Math and Science Education: Critical Skills for the 21st Century

    Math and Science Education: Critical Skills for the 21st Century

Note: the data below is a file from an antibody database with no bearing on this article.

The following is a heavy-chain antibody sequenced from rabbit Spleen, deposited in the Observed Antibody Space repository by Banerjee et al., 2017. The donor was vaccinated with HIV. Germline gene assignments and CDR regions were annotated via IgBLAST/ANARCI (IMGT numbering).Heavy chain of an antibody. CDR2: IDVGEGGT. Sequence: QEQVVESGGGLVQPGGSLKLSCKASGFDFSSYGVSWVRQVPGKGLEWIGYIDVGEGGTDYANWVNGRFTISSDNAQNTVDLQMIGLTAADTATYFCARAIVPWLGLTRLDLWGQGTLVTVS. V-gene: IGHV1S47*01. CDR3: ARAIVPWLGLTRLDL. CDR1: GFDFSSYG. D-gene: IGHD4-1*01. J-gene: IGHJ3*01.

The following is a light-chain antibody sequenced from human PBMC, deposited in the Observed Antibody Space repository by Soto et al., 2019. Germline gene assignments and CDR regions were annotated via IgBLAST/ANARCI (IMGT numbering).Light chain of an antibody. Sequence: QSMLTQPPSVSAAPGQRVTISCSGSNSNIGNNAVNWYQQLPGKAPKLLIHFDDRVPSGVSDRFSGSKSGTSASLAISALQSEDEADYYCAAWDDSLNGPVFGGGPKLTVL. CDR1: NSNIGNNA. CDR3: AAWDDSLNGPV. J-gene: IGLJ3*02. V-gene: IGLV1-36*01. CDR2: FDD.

Cable in the Classroom is pleased to present via podcast [MP3, 55MB], the February 20, 2007 edition of the U.S. Department of Education's Education News Parents Can Use. To ensure that this and future generations of students have the math and science skills to be globally competitive, we must build a stronger foundation in these subjects in the early grades, and encourage more children to consider careers in math and science. This episode focuses on a series of targeted math and science-related investments the President has proposed under the American Competitiveness Initiative. As described in the program, the Initiative aims to strengthen K-12 math and science education in a number of innovative ways. It addresses questions such as: What is the “global economy” and what new demands does it place on our students and our schools? How does No Child Left Behind strengthen math and science? How will the 2007 science assessments help? How will the American Competitiveness Initiative help to improve math and science instruction, student competence and achievement, and ultimately close the achievement gaps? How can parents encourage their children to learn mathematics and science outside the classroom? What should students be learning in mathematics and science at the elementary, middle and high school grades? What must change in the way these subjects are currently being taught? How can we encourage all students, especially girls and minority students, to pursue math and science careers? For more information about this program, please see the U.S. Department of Education's show notes. Listeners may also be interested in the work of the Partnership for 21st Century Skills, of which Cable in the Classroom is a founding board member, as well the Spring 2005 edition of Cable in the Classroom's Threshold (produced in partnership with NASA), which focused on the future of math and science education. In addition, science education is the theme of the March 2007 edition of Cable in the Classroom Magazine. Technorati Tags: Parents, News, NCLB, US Department of Education, public domain, 21st century skills, competitiveness, math, science, spellings, CIC, Cable in the Classroom, cableintheclassroom